I have the same problem with one of my young bantam d'anver hen. The poor thing is keep trying to go broody, even thou at night is getting very cold, and I was expecting for them to stop laying not to go broody.
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Just wanted to be sure, but based on everything I have read, it does sound as though she may be broody. Unfortunately we don't want any baby chicks right now and it is bad timing for her to go broody. I guess what I am gathering is going broody means that she is doing as her maternal instinct tells her with the eggs even though there is no rooster. I hope to try to break it and closing the coop would be a good idea other than they have nowhere high in my yard to get at night other than the coop. I have 3 nesting boxes for 3 hens (first time coop design mistake) considering they all use the same nesting box. I found out after the fact that more than one chicken can use a nesting box. My concern is that is where my other 2 hens lay their eggs and with her in there, they may lay in the yard somewhere. They have NEVER laid in the other nesting boxes which are right beside their laying box. There is something special about that one I guess. I have been told to remove that particular nest box, but then the concern is once again if the others will lay in one of my other 2 boxes considering they have only used that one. Others have told me to just let her be and get it out of her system considering she may be a first time broody. Just don't want her losing that weight right now considering winter is here.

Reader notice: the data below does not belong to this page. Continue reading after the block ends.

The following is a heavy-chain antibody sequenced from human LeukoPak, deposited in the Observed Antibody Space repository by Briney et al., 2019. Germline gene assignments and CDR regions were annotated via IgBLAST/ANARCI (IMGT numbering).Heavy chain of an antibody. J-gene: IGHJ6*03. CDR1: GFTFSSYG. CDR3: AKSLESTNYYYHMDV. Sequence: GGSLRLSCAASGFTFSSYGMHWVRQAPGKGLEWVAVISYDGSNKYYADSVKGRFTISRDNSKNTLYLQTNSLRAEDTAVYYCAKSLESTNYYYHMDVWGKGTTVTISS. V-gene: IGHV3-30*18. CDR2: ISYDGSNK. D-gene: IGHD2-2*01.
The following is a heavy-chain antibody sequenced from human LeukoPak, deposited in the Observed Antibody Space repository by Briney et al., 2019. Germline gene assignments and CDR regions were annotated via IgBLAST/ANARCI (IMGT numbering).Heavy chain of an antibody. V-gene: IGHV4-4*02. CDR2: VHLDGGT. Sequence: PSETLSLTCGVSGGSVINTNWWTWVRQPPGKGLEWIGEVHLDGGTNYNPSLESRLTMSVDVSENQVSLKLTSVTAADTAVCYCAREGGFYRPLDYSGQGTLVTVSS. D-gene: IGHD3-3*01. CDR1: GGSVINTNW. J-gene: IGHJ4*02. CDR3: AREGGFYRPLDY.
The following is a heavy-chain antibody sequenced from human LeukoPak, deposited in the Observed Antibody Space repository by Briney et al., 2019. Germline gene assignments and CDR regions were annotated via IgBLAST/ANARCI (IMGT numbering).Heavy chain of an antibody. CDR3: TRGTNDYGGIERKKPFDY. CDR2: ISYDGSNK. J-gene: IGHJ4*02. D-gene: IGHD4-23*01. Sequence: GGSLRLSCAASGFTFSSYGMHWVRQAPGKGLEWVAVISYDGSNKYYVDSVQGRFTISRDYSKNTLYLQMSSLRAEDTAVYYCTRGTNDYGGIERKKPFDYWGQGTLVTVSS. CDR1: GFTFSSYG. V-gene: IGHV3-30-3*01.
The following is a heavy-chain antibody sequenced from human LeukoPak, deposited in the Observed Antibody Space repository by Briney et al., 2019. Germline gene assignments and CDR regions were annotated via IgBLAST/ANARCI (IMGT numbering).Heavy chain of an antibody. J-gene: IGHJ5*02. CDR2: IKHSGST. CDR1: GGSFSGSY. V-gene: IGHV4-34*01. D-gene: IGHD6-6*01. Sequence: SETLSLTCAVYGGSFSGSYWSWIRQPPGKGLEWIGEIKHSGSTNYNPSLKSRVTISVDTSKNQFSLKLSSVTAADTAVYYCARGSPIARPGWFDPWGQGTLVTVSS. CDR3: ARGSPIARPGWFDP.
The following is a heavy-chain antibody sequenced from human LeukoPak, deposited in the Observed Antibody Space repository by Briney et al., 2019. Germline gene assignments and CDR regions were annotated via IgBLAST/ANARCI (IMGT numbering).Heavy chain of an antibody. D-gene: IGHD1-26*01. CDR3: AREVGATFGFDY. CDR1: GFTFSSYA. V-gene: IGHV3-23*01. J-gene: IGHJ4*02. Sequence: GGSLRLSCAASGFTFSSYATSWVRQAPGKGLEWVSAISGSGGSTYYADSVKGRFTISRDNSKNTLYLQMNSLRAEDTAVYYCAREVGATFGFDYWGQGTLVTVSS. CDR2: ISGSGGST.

I've read here that chilling the chest is an effective way to break a broody. Either place an ice cube under her (wear gloves, she'll bite!) or physically remove her from the nesting box and lock her out of it for the day.
Ohh, and one more thing,
Yes, hens do go broody even if they don't have a rooster around. They will behave the same with or without a rooster, the only difference is that the eggs she is sitting on are not fertile. If you don't really want to hatch, then is better not to let her stay on the eggs, simply because they do loose a lot of weight and it's not very easy on them.